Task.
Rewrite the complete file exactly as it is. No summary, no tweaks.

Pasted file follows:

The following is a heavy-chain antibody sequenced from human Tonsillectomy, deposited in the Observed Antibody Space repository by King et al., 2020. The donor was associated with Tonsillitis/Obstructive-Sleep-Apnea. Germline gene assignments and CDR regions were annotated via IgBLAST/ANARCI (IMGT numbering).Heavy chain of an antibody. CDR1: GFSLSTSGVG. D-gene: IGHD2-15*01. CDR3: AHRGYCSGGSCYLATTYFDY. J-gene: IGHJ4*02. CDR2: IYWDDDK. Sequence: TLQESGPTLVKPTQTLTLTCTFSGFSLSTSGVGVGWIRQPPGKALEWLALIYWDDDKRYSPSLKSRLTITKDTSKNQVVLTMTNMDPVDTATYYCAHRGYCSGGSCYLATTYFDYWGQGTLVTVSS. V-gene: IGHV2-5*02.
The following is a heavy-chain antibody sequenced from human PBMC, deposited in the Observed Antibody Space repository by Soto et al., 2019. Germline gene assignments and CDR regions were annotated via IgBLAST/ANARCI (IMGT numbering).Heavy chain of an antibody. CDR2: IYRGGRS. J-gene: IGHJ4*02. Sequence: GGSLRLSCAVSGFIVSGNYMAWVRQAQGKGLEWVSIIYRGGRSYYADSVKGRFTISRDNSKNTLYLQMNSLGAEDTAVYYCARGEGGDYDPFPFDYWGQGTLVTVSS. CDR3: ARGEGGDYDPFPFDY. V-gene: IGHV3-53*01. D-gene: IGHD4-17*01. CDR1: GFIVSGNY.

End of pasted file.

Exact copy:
The following is a heavy-chain antibody sequenced from human Tonsillectomy, deposited in the Observed Antibody Space repository by King et al., 2020. The donor was associated with Tonsillitis/Obstructive-Sleep-Apnea. Germline gene assignments and CDR regions were annotated via IgBLAST/ANARCI (IMGT numbering).Heavy chain of an antibody. CDR1: GFSLSTSGVG. D-gene: IGHD2-15*01. CDR3: AHRGYCSGGSCYLATTYFDY. J-gene: IGHJ4*02. CDR2: IYWDDDK. Sequence: TLQESGPTLVKPTQTLTLTCTFSGFSLSTSGVGVGWIRQPPGKALEWLALIYWDDDKRYSPSLKSRLTITKDTSKNQVVLTMTNMDPVDTATYYCAHRGYCSGGSCYLATTYFDYWGQGTLVTVSS. V-gene: IGHV2-5*02.
The following is a heavy-chain antibody sequenced from human PBMC, deposited in the Observed Antibody Space repository by Soto et al., 2019. Germline gene assignments and CDR regions were annotated via IgBLAST/ANARCI (IMGT numbering).Heavy chain of an antibody. CDR2: IYRGGRS. J-gene: IGHJ4*02. Sequence: GGSLRLSCAVSGFIVSGNYMAWVRQAQGKGLEWVSIIYRGGRSYYADSVKGRFTISRDNSKNTLYLQMNSLGAEDTAVYYCARGEGGDYDPFPFDYWGQGTLVTVSS. CDR3: ARGEGGDYDPFPFDY. V-gene: IGHV3-53*01. D-gene: IGHD4-17*01. CDR1: GFIVSGNY.